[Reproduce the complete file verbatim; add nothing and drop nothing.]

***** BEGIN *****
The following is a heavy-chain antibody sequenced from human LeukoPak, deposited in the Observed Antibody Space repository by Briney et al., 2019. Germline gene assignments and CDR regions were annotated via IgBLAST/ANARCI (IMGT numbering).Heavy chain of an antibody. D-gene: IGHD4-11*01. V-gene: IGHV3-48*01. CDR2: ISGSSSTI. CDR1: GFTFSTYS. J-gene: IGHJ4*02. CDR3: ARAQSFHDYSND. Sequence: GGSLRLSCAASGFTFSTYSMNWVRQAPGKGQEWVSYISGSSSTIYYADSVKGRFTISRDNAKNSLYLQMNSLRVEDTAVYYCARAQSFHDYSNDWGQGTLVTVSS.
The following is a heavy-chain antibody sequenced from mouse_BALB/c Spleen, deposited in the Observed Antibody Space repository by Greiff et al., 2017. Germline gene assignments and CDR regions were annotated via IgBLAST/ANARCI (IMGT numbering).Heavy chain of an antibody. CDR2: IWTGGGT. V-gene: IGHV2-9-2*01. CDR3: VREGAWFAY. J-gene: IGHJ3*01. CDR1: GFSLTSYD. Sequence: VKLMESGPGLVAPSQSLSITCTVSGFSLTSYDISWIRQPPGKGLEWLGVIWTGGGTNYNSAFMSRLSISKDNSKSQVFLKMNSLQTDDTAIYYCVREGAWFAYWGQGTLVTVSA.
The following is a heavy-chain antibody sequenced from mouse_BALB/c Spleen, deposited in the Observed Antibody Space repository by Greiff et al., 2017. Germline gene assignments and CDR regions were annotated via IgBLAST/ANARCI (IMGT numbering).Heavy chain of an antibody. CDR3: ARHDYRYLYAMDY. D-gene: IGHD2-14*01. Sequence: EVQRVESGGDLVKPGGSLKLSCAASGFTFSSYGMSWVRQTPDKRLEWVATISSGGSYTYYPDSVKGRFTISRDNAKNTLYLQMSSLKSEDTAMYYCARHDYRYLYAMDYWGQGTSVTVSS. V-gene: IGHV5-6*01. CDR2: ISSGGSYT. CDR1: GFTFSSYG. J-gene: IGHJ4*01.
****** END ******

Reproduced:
The following is a heavy-chain antibody sequenced from human LeukoPak, deposited in the Observed Antibody Space repository by Briney et al., 2019. Germline gene assignments and CDR regions were annotated via IgBLAST/ANARCI (IMGT numbering).Heavy chain of an antibody. D-gene: IGHD4-11*01. V-gene: IGHV3-48*01. CDR2: ISGSSSTI. CDR1: GFTFSTYS. J-gene: IGHJ4*02. CDR3: ARAQSFHDYSND. Sequence: GGSLRLSCAASGFTFSTYSMNWVRQAPGKGQEWVSYISGSSSTIYYADSVKGRFTISRDNAKNSLYLQMNSLRVEDTAVYYCARAQSFHDYSNDWGQGTLVTVSS.
The following is a heavy-chain antibody sequenced from mouse_BALB/c Spleen, deposited in the Observed Antibody Space repository by Greiff et al., 2017. Germline gene assignments and CDR regions were annotated via IgBLAST/ANARCI (IMGT numbering).Heavy chain of an antibody. CDR2: IWTGGGT. V-gene: IGHV2-9-2*01. CDR3: VREGAWFAY. J-gene: IGHJ3*01. CDR1: GFSLTSYD. Sequence: VKLMESGPGLVAPSQSLSITCTVSGFSLTSYDISWIRQPPGKGLEWLGVIWTGGGTNYNSAFMSRLSISKDNSKSQVFLKMNSLQTDDTAIYYCVREGAWFAYWGQGTLVTVSA.
The following is a heavy-chain antibody sequenced from mouse_BALB/c Spleen, deposited in the Observed Antibody Space repository by Greiff et al., 2017. Germline gene assignments and CDR regions were annotated via IgBLAST/ANARCI (IMGT numbering).Heavy chain of an antibody. CDR3: ARHDYRYLYAMDY. D-gene: IGHD2-14*01. Sequence: EVQRVESGGDLVKPGGSLKLSCAASGFTFSSYGMSWVRQTPDKRLEWVATISSGGSYTYYPDSVKGRFTISRDNAKNTLYLQMSSLKSEDTAMYYCARHDYRYLYAMDYWGQGTSVTVSS. V-gene: IGHV5-6*01. CDR2: ISSGGSYT. CDR1: GFTFSSYG. J-gene: IGHJ4*01.